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Matt Seattle adds further intriguing thoughts on this tune name that seems to catch the imagination of so many pipers [see also Nigel Bridges ’ letter].


Gary West’s article on tune titles in the last Common Stock is the impetus for this gather- ing together of three tunes with ‘Linkumdoddie’ connections. The location of Linkumdod- die, as I believe Nigel Bridges points out in this issue, is indeed “on Tweed”; the Wife described in Burns’ song may have been “the wife of a fanner who lived near Burns at Ellisland”, but if so it must be that Burns was introducing his own details into, or com- pletely rewriting, an earlier song.

The earliest mention which I have found of an associated tune is ‘Such A Wife As Willy Had’ in the Henry Atkinson manuscript (Northumbrian, 1694-5), well before Burns’ life- time. This tune survived in Northumbrian circles for a good while: a later version, the one given here, is in William Vickers’ collection of 1770. It is in D, and musically unrelated to the others under discussion. Burns’ lyric could be made to fit it - sort of - but I am tempted to assume that it was once associated with a lyric, now lost, which may or may not have been the basis for Burns’ later song. I have changed one detail in reproducing the tune: the final note of each line in Vickers is low D (open 3rd string on the fiddle), but Atkinson has the D-A ending (used here) characteristic of a small number of Border pipe tunes (see the note to Canny Willy Foster in The Master Piper). Atkinson also has a high B, a rare occurrence of the overblown note in what seems to be a true Border pipe set- ting.

‘Linkumdoddie’ itself is quite well known. Although Gary says it is essentially the same tune as ‘Eight Men Of Moidart’, it is unlike the versions of that tune which I have seen. The version here, my favourite out of many, is called ‘Blue Britches’ by Robert Bremner in his Scots Reels collection (Edinburgh, c. 1760) and ‘Linkem Dodie A Reel’ by James Gillespie in his manuscript (Perth, 1768). (Bremner also has ‘Eight Men Of Moidart’ in his collection, so he evidently distinguished between the two tunes.)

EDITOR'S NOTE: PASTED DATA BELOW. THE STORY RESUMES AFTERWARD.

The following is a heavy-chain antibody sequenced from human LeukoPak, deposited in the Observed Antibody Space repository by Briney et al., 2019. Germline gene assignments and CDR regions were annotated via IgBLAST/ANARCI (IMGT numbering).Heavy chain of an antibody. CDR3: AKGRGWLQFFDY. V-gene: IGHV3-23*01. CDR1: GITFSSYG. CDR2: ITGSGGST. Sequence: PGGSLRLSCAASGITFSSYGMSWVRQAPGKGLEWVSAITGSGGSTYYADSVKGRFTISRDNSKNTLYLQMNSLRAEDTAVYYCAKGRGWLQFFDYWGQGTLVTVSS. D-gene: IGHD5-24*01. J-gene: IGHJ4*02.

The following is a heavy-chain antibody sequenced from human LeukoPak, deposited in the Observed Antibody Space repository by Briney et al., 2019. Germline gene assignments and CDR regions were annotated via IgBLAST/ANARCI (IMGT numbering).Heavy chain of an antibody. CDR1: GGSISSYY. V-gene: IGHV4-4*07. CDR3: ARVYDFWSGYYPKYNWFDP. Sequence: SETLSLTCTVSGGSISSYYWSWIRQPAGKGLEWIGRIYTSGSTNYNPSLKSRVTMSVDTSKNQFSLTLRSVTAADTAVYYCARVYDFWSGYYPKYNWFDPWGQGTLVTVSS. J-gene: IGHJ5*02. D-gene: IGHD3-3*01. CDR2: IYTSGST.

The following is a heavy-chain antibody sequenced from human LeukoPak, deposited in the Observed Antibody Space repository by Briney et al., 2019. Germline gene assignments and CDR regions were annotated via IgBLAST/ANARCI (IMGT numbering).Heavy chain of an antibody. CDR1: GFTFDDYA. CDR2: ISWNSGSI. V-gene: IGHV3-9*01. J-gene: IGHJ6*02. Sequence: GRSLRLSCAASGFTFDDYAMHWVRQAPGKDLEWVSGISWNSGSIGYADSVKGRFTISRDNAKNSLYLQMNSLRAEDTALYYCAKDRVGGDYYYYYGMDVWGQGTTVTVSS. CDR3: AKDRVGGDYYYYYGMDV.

Thirdly (lastly?) there is the song air ‘Sic A Wife As Willie Had’ which is associated with Bums’ lyric. The G major arpeggio figure in bar 4 of each strain is shared with Linkum- doddie (second half of bars 2, 6 and 10, where it is spelt in quavers rather than crotchets), but the tunes are otherwise distinct from each other. The version here is from The Caledo- nian Museum (referenced as C5v2 in Gore’s Fiddle Music early 19th century.


Although not playable on pipes as it stands (unless you have the high B available) it is easily adaptable for pipers who wish to try it.

I am aware that this response to Gary compounds rather than solves the mysteries surrounding Linkumdoddie and Burns’ song. Three different tunes are connected by his lyric, and it may be that there are yet other links in this chain which stretches across the Border and the centuries. All that is left of Linkumdoddie now is a roadside sign pointing to the site - and Burns’ lyric, and some tunes which merit the attention of Border pipers.